Of millionaires and multi-millionaires

by Alan Leavitt

Having rashly predicted great sire success for Rebuff based on his beauty at full stride, it was past time to look at his extended pedigree.

That is said with full understanding that the only worthwhile clue to a stallion’s future potential is his record on the racetrack at 2. But it’s still fun, and a little bit enlightening, to see where a good horse came from.

Rebuff is sired by Muscle Hill, and out of Meucci Madness, by Yankee Glide. Curious about the word Meucci, it seems to derive from the surname of Antonio Meucci, an Italian-American guy who lived from 1808 to 1889 and is sometimes credited with inventing the telephone. Today, it mainly refers to a manufacturer of pool cues and golf clubs, which I suspect is where our mare Meucci Madness got her name.

Being a believer in the power of judicious inbreeding, it’s of interest that Rebuff is inbred, 3 by 3, to Valley Victory. As a reminder, when the sum of the two generations in which the same horse’s name appears is six or less, the horse so bred is technically “Inbred.”

When the sum of the two generations the same horse’s name appears is 7 or 8, the horse with that pedigree is defined as “Linebred.”

When neither of these crosses appears in a horse’s pedigree, that horse is, by definition, an “Outcross.”

The great majority of today’s American-bred standardbreds, both trotters and pacers, are outcrosses. One of the advantages this kind of pedigree offers, in the stallions, is good fertility. Thirty years or so ago the American trotter had become highly inbred, with the result a marked loss in stallion fertility. We don’t see that problem today.

As a quick aside, if one is curious about the future fertility of a young racehorse, there is a good method of predicting it without doing a test breeding, which has been the usual way. Most syndicate and purchase agreements are based on test breedings, which, for obvious reasons, are close to impossible to perform until the horse in question has been retired from racing.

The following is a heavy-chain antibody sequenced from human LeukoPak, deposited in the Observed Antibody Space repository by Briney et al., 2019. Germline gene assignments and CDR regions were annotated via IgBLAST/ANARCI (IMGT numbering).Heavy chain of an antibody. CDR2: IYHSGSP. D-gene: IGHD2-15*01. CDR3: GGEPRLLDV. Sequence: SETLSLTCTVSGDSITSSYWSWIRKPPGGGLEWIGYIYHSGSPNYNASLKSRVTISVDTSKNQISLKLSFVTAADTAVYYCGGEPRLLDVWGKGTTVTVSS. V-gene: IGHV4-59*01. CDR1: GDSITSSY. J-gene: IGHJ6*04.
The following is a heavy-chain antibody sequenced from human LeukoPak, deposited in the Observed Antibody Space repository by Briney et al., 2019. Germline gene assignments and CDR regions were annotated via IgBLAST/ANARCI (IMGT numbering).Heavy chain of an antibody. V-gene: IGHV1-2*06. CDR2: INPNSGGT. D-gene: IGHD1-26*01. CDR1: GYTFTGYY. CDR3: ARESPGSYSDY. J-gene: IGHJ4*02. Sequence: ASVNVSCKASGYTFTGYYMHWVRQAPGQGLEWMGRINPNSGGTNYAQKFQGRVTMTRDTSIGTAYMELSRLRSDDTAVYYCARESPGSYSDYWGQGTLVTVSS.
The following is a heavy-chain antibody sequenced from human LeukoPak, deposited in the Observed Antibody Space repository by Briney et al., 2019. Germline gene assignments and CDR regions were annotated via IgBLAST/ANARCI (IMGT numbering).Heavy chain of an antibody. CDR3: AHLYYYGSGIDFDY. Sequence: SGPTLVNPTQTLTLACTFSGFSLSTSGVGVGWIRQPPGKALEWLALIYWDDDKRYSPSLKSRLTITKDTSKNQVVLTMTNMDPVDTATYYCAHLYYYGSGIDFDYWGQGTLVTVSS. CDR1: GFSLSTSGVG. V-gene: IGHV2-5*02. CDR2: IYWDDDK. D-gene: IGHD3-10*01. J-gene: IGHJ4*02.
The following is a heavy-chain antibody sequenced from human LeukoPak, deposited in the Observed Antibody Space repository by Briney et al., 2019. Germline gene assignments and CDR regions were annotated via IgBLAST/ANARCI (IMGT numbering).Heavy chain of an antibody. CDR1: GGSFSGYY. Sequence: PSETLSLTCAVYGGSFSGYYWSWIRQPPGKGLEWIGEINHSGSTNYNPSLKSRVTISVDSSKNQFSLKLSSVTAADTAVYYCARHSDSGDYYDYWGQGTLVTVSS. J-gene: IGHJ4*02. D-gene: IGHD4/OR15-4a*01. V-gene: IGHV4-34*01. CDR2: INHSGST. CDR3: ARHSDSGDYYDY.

The alternative method is to have an experienced repro vet take certain testicular measurements, and put them into a certain equation, and the result will be a 95 per cent accurate number of sperm cells that horse will produce in one ejaculate.

Naturally, there are other questions regarding the quality of the semen that can only be answered by an examination of the real thing, but that equation will answer the biggest question every stud manager has. And, at the risk of redundancy, it can be used anytime during a horse’s racing days.

Back to Rebuff, a few words about Valley Victory, his grandsire on both the top line, or Tail Male, and the bottom line, or Tail Mare.

Even though he raced as recently as the 1989, the USTA no longer provides his race lines. He was a perfect seven-for-seven at 3, but contracted a virus and was not entered in the Hambletonian. That virus ended his career, but he went out with 10 straight victories stretching back to his 2-year-old season.

When he entered the stud, he exploded like a hydrogen bomb, and raised the performance level of the American trotter to new heights. He made an indelible impression on the trotting breed with sons such as Muscles Yankee, Victory Dream, Lindy Lane, Donerail, and Yankee Glide.